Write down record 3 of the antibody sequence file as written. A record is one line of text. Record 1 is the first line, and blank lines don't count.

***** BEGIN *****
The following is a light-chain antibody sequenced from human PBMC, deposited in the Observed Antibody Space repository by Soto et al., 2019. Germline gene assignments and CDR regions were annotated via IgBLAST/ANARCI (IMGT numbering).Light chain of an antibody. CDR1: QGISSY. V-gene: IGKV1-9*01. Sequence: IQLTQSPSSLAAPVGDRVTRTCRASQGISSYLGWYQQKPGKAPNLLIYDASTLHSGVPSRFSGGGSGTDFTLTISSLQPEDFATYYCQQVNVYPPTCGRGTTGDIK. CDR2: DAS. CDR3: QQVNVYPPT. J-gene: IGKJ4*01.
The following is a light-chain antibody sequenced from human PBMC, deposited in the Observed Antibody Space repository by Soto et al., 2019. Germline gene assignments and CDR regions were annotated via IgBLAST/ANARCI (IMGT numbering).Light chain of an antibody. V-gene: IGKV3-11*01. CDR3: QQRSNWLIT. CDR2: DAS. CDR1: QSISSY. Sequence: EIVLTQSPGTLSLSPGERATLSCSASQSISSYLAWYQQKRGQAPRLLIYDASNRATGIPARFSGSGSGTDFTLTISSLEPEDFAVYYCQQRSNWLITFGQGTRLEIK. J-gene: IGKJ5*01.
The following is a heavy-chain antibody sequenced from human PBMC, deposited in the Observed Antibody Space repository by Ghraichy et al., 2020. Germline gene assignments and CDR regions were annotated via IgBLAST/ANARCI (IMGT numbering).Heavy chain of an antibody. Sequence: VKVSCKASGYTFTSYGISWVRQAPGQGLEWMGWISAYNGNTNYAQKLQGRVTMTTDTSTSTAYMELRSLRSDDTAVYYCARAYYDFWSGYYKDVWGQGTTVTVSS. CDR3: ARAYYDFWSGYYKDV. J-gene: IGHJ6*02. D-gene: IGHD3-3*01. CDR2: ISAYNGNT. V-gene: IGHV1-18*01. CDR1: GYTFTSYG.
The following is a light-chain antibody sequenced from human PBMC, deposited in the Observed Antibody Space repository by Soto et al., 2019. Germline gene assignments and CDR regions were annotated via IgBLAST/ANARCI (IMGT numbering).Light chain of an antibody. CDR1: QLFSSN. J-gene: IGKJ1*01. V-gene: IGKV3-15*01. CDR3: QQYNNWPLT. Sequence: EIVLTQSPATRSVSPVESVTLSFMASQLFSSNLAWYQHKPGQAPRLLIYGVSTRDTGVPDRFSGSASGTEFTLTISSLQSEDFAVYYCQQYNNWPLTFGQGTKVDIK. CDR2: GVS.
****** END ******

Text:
The following is a heavy-chain antibody sequenced from human PBMC, deposited in the Observed Antibody Space repository by Ghraichy et al., 2020. Germline gene assignments and CDR regions were annotated via IgBLAST/ANARCI (IMGT numbering).Heavy chain of an antibody. Sequence: VKVSCKASGYTFTSYGISWVRQAPGQGLEWMGWISAYNGNTNYAQKLQGRVTMTTDTSTSTAYMELRSLRSDDTAVYYCARAYYDFWSGYYKDVWGQGTTVTVSS. CDR3: ARAYYDFWSGYYKDV. J-gene: IGHJ6*02. D-gene: IGHD3-3*01. CDR2: ISAYNGNT. V-gene: IGHV1-18*01. CDR1: GYTFTSYG.